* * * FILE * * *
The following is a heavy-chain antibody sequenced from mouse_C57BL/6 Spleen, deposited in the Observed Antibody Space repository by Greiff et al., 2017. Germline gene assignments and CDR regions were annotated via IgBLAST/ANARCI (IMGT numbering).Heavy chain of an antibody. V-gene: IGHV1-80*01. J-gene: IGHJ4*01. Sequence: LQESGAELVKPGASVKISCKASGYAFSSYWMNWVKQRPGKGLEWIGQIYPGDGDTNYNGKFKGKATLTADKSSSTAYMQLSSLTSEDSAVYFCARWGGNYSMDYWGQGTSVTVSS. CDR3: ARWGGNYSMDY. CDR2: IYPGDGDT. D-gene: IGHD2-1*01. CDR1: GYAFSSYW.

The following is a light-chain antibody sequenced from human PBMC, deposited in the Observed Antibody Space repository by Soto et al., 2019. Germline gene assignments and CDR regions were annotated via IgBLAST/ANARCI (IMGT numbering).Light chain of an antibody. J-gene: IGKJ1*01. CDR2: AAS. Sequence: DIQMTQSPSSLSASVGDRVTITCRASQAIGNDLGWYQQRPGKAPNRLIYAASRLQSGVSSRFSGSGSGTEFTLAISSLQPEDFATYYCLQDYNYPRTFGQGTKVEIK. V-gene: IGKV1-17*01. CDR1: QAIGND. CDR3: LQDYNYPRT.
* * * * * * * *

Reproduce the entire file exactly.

The following is a heavy-chain antibody sequenced from mouse_C57BL/6 Spleen, deposited in the Observed Antibody Space repository by Greiff et al., 2017. Germline gene assignments and CDR regions were annotated via IgBLAST/ANARCI (IMGT numbering).Heavy chain of an antibody. V-gene: IGHV1-80*01. J-gene: IGHJ4*01. Sequence: LQESGAELVKPGASVKISCKASGYAFSSYWMNWVKQRPGKGLEWIGQIYPGDGDTNYNGKFKGKATLTADKSSSTAYMQLSSLTSEDSAVYFCARWGGNYSMDYWGQGTSVTVSS. CDR3: ARWGGNYSMDY. CDR2: IYPGDGDT. D-gene: IGHD2-1*01. CDR1: GYAFSSYW.

The following is a light-chain antibody sequenced from human PBMC, deposited in the Observed Antibody Space repository by Soto et al., 2019. Germline gene assignments and CDR regions were annotated via IgBLAST/ANARCI (IMGT numbering).Light chain of an antibody. J-gene: IGKJ1*01. CDR2: AAS. Sequence: DIQMTQSPSSLSASVGDRVTITCRASQAIGNDLGWYQQRPGKAPNRLIYAASRLQSGVSSRFSGSGSGTEFTLAISSLQPEDFATYYCLQDYNYPRTFGQGTKVEIK. V-gene: IGKV1-17*01. CDR1: QAIGND. CDR3: LQDYNYPRT.